Classic slasher horror, apparently translated from Spanish. We've been messing around with a Ouija board and now the lights have gone out, which of course means that bad things are going to happen and only the good girl will survive. The parser is a homebrew, and the presentation seems pretty neat.
But I lost confidence in this very quickly. Here I am, in the dark, with the silhouettes of my friends, but "examine me", "x me", and "look at me" all yield the same "I do not understand" result; same thing goes with substituting "carla", our heroine's name, for "me". Okay, so maybe the player character isn't an examinable object. What about our friends? Nope, I can't examine "friends" ... I'm beginning to think the game doesn't understand "examine", but picking out one of the names from the prologue finally works. Huh. It would have helped if the "I do not understand" message could tell us which part of the command was not understood, or how. And even then ... some of the objects are very finicky about how you refer to them. There is, for instance, a photograph which is listed in the room description as "photograph" but which must be referred to as "photo" rather than "photograph".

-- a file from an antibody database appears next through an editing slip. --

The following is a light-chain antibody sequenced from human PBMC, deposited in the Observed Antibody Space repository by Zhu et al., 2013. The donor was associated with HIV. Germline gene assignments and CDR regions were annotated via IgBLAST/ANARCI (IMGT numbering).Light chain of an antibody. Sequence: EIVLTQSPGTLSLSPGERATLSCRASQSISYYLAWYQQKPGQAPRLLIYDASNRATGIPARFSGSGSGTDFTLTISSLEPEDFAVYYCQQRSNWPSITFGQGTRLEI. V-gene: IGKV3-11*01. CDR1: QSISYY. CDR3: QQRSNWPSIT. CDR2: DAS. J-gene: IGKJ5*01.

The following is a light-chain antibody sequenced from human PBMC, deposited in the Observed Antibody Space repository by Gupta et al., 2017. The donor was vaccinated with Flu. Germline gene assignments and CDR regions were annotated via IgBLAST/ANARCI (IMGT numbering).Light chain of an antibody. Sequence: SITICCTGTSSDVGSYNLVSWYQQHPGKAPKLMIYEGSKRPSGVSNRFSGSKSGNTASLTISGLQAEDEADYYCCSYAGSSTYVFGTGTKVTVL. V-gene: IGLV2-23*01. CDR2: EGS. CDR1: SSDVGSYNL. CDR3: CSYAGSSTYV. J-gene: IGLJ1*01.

Other bugs abound. At one point, I find my sister boinking my crush, but examining them individually gives me a description of their corpses (apparently dead by my hand) while the game clearly understands them as being still alive. Despite the allowance for multiple endings, the implementation still feels very narrow: there seems to be very little allowance for actions that don't lead to one or another of the game's endings.
The author does seem to have some ideas on how this story is supposed to work. I appreciate that it isn't just a case of wandering the halls and finding bodies: some interaction with the characters still happens, even if it's in the form of cutscenes. I would have liked to have seen more of that sort of thing. But unfortunately, the bugs got in the way.
It's a Spanish omelette, of course, with tomato juice to drink. Only ... there's not all that much egg in this omelette, is there? Almost more like a hash than an omelette, spread very thin and prone to falling apart.